Im glad that Im still shocked when I find something innovative in its dishonesty, even though it seems to happen every other week in the computer security business. Anti-spyware advocate and researcher Ben Edelman publicized one of these recently in the form of a company that distributed adware signed with a Thawte digital certificate using the company name “CLICK YES TO CONTINUE.”
Security insiders keep an eye on Edelman, a candidate for both law and economics Ph.D. degrees from somewhere called “Harvard.” More than once he has brought interesting secrets of the industry to the forefront. In this case, he may have jumped to a conclusion, depending on what he meant to say.
Please read Edelmans article to see screen grabs of the software and certificates at issue. Verisign revoked the “CLICK YES TO CONTINUE” certificate shortly after Edelman publicized it.
Its Edelmans contention that the examples he provides show that VeriSign is not enforcing the rules they set for recipients of their digital certificates.
The first example is the real eye catcher: Its an ActiveX installer with the company name presented from the certificate being “CLICK YES TO CONTINUE.” The motivation, it would appear, is to trick the drunk and/or stupid user into clicking the Yes button without further scrutiny of the company whose software is being installed. Edelman calls this an “invalid company name.”
What are VeriSigns rules for granting a certificate? If I claim to be Sam.Walton@BeyondTheGrave.com will they grant me a certificate for Wal-Mart Inc.? No. Read VeriSigns Authentication Guide for the list of checks they perform to verify that you are who you claim to be and that you have a right to use that name.
Its not an easy process to scam. Obviously, VeriSign tries to automate as much as possible of the process, but they do have humans involved and such certificates are not cheap. Incidentally, the Edelman examples all involve code-signing certificates, which are peanuts compared to SSL certificates, the overwhelming majority of the certificate market.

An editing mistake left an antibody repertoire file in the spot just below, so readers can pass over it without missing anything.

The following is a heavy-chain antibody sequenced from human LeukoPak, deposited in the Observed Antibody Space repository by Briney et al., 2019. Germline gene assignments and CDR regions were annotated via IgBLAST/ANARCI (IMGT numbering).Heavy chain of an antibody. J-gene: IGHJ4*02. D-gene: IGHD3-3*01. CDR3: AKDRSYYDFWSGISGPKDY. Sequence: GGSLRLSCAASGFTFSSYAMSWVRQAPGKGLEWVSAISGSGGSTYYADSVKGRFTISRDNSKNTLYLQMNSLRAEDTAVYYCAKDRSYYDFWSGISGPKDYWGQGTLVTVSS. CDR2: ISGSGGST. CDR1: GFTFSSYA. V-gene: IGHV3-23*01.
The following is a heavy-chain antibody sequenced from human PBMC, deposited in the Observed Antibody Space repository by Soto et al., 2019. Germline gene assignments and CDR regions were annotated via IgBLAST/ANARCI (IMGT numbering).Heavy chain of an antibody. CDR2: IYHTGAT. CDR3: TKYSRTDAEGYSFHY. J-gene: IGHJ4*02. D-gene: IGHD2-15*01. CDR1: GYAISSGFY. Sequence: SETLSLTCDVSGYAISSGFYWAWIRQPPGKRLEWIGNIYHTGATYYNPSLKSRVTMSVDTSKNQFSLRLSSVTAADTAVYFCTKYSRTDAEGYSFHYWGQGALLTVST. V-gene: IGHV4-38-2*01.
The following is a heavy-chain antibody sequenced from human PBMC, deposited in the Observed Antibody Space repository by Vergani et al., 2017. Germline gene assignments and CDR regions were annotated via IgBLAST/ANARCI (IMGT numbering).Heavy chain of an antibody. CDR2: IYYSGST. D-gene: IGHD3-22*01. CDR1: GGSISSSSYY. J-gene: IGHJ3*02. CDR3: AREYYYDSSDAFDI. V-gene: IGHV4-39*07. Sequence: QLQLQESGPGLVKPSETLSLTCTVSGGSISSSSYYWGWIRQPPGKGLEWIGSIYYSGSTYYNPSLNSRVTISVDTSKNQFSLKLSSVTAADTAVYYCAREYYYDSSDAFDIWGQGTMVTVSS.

And yet VeriSign issued a certificate for “CLICK YES TO CONTINUE.” Thats because, according to Chad Kinzelberg, vice president at VeriSign, its actually a legitimate name for that business. This answer really got me, as Id never considered the possibility, and perhaps Edelman didnt either.
VeriSign goes on to say that as soon as they found out what CLICK YES TO CONTINUE was doing with their certificate it was revoked for violating the terms of the license. The same is true of the other examples Edelman provides. In one of these, Edelman claims that a product name (“VIRUS FREE”) is misleading.
Now, how is VeriSign supposed to know that? Is it really so hard to imagine a legitimate program named “VIRUS FREE”? So unless Edelman expects VeriSign to require certificate customers to clear all uses of certificates through the VeriSign Certificate Police I dont see what he expects them to do proactively.
In such cases all one can expect is that they will revoke the certificate retroactively for violation of the license, for instance if its used for spyware or another product that breaks laws.
The CLICK YES TO CONTINUE example is a little more complicated. Once again, I ask: Is it so hard to imagine a company name “CLICK YES TO CONTINUE”? In retrospect its clear they used it to try to mislead the user, and so it was a violation of the terms of the license, but was it the kind of name that should have been denied at the outset? Im uncomfortable with the idea of VeriSign making such decisions.
I dont have any way to verify VeriSigns claims independently, but they seem reasonable to me. VeriSign is one of those big companies, like Microsoft, that take a lot of abuse, much of it undeserved. But even with such easy targets we need to be reasonable in our criticism.
Editors Note: This article has been modified to remove a claim by Verisign about when they contacted Mr. Edelman that Verisign has withdrawn. For more details, see a follow-up column, “Company Name Police Squad II”.
Security Center Editor Larry Seltzer has worked in and written about the computer industry since 1983.